The band, called Crazy Town, recorded their debut album, The Gift of Game, in early 1999. Its first single, "Toxic," was released that same year, but failed to make any impact on the world charts. For the next two years, Crazy Town worked tirelessly in support of the record, gaining opening slots on tours with the Red Hot Chili Peppers and an appearance at Ozzfest 2000. But even these high-profile appointments failed to reverse the band's fortunes; a second single, "Darkside," sank upon release in 2000. The band itself began to fragment due to rampant drug use and wanton destructiveness. Rust Equipe's out-of-control behavior resulted in his dismissal during the album's final mix; his notoriously self-destructive ways would result in a fatal heart attack at the age of 36 in 2004. Binzer's own drug and alcohol problems would hamper the band's progress on numerous occasions, most notably in 2000 when they were removed from the Ozzfest lineup after he threw a chair through a window while intoxicated. To most observers, Crazy Town seemed destined to become the next band to burn out before ever reaching their true potential.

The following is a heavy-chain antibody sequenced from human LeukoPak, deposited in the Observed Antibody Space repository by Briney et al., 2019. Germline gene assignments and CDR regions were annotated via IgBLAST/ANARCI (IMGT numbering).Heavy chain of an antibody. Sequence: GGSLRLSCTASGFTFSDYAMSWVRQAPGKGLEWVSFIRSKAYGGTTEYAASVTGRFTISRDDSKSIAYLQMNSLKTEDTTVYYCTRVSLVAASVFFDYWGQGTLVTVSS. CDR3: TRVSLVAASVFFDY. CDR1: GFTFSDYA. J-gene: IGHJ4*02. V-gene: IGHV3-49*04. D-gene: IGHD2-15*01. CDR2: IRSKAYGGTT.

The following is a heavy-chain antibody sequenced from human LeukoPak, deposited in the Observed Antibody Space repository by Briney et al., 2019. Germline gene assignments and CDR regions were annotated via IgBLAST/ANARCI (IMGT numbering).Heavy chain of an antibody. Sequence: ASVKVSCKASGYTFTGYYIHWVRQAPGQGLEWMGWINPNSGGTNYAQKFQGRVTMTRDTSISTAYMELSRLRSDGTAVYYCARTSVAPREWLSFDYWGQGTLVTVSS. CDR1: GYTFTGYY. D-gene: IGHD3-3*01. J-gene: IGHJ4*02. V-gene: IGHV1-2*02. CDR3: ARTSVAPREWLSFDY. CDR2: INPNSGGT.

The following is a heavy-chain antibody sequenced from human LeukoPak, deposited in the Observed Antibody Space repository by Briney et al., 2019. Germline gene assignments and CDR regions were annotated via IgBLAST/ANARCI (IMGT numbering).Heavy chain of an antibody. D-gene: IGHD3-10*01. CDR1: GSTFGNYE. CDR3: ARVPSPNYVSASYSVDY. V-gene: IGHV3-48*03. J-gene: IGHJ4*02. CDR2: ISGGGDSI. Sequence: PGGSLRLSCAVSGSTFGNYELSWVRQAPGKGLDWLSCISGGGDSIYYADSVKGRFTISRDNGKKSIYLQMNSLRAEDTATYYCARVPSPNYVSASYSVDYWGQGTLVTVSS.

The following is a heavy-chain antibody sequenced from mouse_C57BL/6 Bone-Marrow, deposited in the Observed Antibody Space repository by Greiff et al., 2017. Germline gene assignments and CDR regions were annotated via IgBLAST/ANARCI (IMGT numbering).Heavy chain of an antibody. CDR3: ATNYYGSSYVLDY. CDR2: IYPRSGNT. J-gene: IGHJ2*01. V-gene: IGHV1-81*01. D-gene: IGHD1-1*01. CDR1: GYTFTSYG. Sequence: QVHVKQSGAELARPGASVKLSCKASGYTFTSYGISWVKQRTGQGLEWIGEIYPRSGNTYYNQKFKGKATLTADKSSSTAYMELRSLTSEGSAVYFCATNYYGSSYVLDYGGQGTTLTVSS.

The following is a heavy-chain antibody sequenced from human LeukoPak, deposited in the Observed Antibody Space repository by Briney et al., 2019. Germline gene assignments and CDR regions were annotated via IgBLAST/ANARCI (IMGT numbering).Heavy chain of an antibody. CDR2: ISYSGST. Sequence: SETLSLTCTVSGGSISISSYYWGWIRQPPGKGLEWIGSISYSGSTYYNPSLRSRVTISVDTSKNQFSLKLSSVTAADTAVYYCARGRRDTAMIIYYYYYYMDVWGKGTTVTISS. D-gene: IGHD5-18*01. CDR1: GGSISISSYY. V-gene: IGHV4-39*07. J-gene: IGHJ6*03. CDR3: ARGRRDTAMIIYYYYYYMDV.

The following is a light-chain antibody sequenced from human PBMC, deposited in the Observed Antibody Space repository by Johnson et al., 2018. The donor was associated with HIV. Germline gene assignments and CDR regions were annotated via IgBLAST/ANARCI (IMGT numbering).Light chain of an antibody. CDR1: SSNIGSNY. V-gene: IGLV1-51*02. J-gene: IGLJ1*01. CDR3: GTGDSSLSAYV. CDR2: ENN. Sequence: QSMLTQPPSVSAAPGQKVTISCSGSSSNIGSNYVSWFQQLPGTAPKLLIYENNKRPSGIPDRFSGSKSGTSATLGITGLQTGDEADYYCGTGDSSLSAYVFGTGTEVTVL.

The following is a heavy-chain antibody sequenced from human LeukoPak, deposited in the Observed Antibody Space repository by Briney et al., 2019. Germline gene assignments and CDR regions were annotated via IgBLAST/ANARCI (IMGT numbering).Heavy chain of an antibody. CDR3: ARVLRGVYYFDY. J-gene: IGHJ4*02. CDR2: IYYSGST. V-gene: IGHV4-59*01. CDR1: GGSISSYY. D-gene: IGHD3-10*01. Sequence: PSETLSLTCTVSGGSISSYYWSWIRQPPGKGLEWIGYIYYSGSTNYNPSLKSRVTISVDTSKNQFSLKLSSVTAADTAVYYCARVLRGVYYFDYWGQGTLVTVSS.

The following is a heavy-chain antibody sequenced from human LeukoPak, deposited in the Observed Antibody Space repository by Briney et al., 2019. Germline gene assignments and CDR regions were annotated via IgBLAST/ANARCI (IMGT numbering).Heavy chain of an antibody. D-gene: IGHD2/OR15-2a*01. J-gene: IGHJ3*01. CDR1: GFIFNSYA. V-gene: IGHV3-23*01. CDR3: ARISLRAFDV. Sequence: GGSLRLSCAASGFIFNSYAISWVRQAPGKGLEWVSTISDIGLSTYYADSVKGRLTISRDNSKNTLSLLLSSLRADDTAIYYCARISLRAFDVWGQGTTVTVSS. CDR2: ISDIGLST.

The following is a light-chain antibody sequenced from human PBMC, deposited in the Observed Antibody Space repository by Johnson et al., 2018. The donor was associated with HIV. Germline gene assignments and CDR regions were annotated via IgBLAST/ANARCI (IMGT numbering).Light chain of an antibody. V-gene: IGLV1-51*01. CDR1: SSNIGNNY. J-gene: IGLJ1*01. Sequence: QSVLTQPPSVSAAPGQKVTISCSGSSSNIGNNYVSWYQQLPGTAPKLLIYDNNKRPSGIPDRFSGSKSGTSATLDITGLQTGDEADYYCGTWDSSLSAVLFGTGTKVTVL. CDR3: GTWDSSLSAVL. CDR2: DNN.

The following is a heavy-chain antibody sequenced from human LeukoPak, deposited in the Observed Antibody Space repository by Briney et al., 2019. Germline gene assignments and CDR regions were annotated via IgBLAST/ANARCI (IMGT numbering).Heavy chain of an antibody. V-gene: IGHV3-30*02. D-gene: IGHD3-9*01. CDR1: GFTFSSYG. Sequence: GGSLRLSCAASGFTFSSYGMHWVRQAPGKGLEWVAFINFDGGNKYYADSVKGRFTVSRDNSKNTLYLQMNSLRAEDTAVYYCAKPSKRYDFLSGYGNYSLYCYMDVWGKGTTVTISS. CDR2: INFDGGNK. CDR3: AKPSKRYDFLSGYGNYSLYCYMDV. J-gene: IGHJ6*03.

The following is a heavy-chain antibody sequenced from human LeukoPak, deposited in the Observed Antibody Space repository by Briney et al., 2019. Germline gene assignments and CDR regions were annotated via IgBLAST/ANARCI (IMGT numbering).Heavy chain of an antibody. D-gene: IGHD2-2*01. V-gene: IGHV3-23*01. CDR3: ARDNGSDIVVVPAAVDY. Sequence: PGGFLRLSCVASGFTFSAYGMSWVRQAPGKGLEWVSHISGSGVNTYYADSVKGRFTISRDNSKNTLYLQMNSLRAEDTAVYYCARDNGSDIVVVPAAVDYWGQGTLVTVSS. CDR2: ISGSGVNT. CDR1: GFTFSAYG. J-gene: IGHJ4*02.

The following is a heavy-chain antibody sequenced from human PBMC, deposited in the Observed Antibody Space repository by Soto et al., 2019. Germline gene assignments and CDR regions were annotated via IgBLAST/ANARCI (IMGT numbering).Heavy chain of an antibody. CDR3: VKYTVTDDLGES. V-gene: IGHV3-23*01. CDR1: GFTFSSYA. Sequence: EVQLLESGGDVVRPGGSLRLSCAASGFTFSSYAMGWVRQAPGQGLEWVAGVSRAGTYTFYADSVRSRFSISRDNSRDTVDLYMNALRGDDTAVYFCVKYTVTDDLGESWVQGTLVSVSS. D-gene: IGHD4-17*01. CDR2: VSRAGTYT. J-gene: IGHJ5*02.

But in 2001, the third single from The Gift of Game, a hazy, semi-psychedelic tribute to female pulchritude called "Butterfly," caught the public's attention. It vaulted to the top of the Billboard 100, which helped its parent album sell over 1.5 million copies. Crazy Town returned to the Ozzfest lineup in 2001, though now as main stage performers. However, the festival audience, whose tastes ran towards harder material like Black Sabbath, rejected the group, whom they regarded as pop-oriented one-hit wonders. Relentless radio airplay of "Butterfly" soon wore down listeners' good will toward the group, which had even themselves tired of the song. Unfortunately, the band failed to dismiss that image with their subsequent releases. A fourth single from The Gift of Game, "Revolving Door," failed to repeat its predecessor's success, and their sophomore album, Darkhorse (2002), peaked at No. 120 on the Billboard 200. A year later, the band had called it quits, citing among other reasons their record label's lack of support after the group failed to deliver a single like "Butterfly." Binzer, however, had struck gold on his own by contributing vocals to "Starry Eyed Surprise," an ebullient single by British trance DJ Paul Oakenfold. The single reached No. 41 on the Billboard 100 and was featured prominently in television commercials for Diet Coke and Apple. Binzer would later add the song to his 2004 solo effort, Happy Love Sick, which found moderate chart success in Europe.